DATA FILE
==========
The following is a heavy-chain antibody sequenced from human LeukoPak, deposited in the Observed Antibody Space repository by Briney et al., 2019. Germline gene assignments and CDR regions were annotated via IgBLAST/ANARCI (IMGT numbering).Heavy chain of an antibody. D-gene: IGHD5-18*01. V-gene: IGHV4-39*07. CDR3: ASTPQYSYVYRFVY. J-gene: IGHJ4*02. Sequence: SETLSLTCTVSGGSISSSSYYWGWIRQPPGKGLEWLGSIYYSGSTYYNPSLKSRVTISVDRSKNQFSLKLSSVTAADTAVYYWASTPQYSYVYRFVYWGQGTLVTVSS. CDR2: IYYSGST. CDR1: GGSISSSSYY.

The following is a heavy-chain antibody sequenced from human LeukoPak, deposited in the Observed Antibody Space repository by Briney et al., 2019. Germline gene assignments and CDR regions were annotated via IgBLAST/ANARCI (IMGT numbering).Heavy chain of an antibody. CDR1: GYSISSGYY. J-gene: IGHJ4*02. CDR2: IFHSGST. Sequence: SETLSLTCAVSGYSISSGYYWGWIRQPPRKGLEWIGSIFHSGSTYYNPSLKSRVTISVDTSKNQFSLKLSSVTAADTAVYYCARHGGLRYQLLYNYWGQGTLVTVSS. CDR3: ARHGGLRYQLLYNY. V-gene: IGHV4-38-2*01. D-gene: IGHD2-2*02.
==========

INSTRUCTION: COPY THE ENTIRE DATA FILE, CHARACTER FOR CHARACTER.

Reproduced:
The following is a heavy-chain antibody sequenced from human LeukoPak, deposited in the Observed Antibody Space repository by Briney et al., 2019. Germline gene assignments and CDR regions were annotated via IgBLAST/ANARCI (IMGT numbering).Heavy chain of an antibody. D-gene: IGHD5-18*01. V-gene: IGHV4-39*07. CDR3: ASTPQYSYVYRFVY. J-gene: IGHJ4*02. Sequence: SETLSLTCTVSGGSISSSSYYWGWIRQPPGKGLEWLGSIYYSGSTYYNPSLKSRVTISVDRSKNQFSLKLSSVTAADTAVYYWASTPQYSYVYRFVYWGQGTLVTVSS. CDR2: IYYSGST. CDR1: GGSISSSSYY.

The following is a heavy-chain antibody sequenced from human LeukoPak, deposited in the Observed Antibody Space repository by Briney et al., 2019. Germline gene assignments and CDR regions were annotated via IgBLAST/ANARCI (IMGT numbering).Heavy chain of an antibody. CDR1: GYSISSGYY. J-gene: IGHJ4*02. CDR2: IFHSGST. Sequence: SETLSLTCAVSGYSISSGYYWGWIRQPPRKGLEWIGSIFHSGSTYYNPSLKSRVTISVDTSKNQFSLKLSSVTAADTAVYYCARHGGLRYQLLYNYWGQGTLVTVSS. CDR3: ARHGGLRYQLLYNY. V-gene: IGHV4-38-2*01. D-gene: IGHD2-2*02.